US envoy quits Libya over busty blonde WikiLeak

According its founder, Julian Assange, controversial whistle-blowing site WikiLeaks endangered no lives with its recent outing of secret diplomatic cables. But it may have claimed its first casualty - the career of US ambassador to Libya, Gene Cretz.

The diplomat, who in 2008 became the first US ambassador to Libya since his predecessor was withdrawn in 1972, has returned to Washington and is likely to leave his post, according to senior officials at the US State Department officials.

Cretz put his name to a number of messages leaked in WikiLeaks' 'Cablegate' data dump - many of them referring to the health and increasingly bizarre behaviour of Libyan dictator, General Muammar Qaddafi.

The juiciest nuggets among Cretz's dispatches to State Department officials were detailed in a cable entitled "A glimpse into Libyan leader Gaddafi's eccentricities".

In it, Cretz reported that Qaddafi "relies heavily" on a Ukrainian nurse - since named as Galyna Kolotnytska - "who has been described as a 'voluptuous blonde.'"

As regular internet users will know, the very mention of the words 'voluptuous blonde' is enough to prompt every salivating dweeb in the blogosphere to prick up his ears, and the search was on to find pictures.

Those pictures were happily provided (and subsequently removed) by enterprising blogger The Red Rag - even if they weren't actually of the Ukrainian nurse, just a Ukrainian nurse, whose picture he'd found on a site specialising in mail-order brides.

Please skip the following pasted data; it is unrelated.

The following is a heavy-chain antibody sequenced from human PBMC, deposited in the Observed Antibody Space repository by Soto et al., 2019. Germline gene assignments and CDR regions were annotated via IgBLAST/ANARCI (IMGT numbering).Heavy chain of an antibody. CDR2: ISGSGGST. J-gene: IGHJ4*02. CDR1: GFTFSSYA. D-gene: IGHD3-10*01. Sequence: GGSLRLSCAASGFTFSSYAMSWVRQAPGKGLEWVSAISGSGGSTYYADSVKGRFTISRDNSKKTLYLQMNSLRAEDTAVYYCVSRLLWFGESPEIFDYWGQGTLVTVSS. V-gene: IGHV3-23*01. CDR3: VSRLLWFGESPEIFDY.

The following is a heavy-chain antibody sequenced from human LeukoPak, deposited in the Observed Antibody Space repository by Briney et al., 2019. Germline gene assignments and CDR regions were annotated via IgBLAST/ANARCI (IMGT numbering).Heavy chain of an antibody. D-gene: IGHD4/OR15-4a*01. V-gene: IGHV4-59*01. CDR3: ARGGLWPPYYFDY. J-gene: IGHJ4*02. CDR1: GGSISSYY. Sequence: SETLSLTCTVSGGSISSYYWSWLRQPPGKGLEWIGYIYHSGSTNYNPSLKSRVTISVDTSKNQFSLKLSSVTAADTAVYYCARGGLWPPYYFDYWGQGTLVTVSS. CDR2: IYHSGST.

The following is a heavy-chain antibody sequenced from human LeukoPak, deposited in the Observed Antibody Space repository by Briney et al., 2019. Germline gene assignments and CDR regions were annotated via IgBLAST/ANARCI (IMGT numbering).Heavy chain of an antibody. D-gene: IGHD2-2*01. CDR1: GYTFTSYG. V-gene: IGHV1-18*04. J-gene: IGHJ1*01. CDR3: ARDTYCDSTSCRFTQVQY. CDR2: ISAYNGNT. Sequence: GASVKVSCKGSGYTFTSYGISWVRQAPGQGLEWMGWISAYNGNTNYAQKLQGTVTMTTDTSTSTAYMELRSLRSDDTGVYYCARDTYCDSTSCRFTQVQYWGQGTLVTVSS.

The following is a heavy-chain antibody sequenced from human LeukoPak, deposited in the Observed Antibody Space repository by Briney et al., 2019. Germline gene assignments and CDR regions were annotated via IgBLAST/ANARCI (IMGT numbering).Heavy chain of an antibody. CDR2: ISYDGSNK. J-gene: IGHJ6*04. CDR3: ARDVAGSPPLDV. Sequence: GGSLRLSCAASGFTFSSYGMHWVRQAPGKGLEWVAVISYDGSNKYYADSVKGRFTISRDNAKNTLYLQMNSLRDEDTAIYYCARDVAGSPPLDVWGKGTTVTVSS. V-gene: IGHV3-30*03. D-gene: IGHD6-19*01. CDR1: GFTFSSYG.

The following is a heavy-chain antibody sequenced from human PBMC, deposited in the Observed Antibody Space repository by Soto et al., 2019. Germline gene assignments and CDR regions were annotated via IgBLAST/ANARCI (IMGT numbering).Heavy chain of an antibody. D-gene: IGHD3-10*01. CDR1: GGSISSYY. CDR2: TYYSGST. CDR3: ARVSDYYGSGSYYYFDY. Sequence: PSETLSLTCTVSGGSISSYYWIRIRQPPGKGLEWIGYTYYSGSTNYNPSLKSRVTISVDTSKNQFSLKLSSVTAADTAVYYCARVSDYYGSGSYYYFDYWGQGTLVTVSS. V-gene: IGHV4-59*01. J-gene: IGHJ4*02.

No formal announcement has been made, but a State Department unofficially confirmed that the WikiLeaks revelations weren't the only reason Cretz was returning to Washington, citing continuing friction between the US and Libya.

"It's a complicated relationship, and WikiLeaks just added to that complication," the official said.

The Arab state is accused of harbouring Abdelbaset Ali al-Megrahi, the man convicted of bombing Pan-Am flight 103 over Lockerbie in 1988, resulting in the deaths of 270, mostly US citizens.

al-Megrahi's release in 2009 by Scottish authorities on compassionate grounds sparked a diplomatic spat between the US and the British government, revealed in other Cablegate memos to be a factor in US intransigence over the case of UK hacker Gary McKinnon.

Now living in the Libyan capital Tripoli, al-Megrahi had previously been diagnosed with terminal prostate cancer and given just three months to live.

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